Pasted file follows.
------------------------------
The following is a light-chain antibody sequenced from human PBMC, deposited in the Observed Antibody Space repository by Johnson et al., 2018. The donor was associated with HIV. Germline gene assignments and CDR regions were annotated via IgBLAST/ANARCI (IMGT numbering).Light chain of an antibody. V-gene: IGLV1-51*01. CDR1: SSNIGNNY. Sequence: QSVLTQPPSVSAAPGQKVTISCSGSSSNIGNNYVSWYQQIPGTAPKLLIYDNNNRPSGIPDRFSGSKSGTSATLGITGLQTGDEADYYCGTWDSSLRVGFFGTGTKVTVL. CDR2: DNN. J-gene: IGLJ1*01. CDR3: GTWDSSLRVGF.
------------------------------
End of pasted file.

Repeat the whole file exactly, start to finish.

The following is a light-chain antibody sequenced from human PBMC, deposited in the Observed Antibody Space repository by Johnson et al., 2018. The donor was associated with HIV. Germline gene assignments and CDR regions were annotated via IgBLAST/ANARCI (IMGT numbering).Light chain of an antibody. V-gene: IGLV1-51*01. CDR1: SSNIGNNY. Sequence: QSVLTQPPSVSAAPGQKVTISCSGSSSNIGNNYVSWYQQIPGTAPKLLIYDNNNRPSGIPDRFSGSKSGTSATLGITGLQTGDEADYYCGTWDSSLRVGFFGTGTKVTVL. CDR2: DNN. J-gene: IGLJ1*01. CDR3: GTWDSSLRVGF.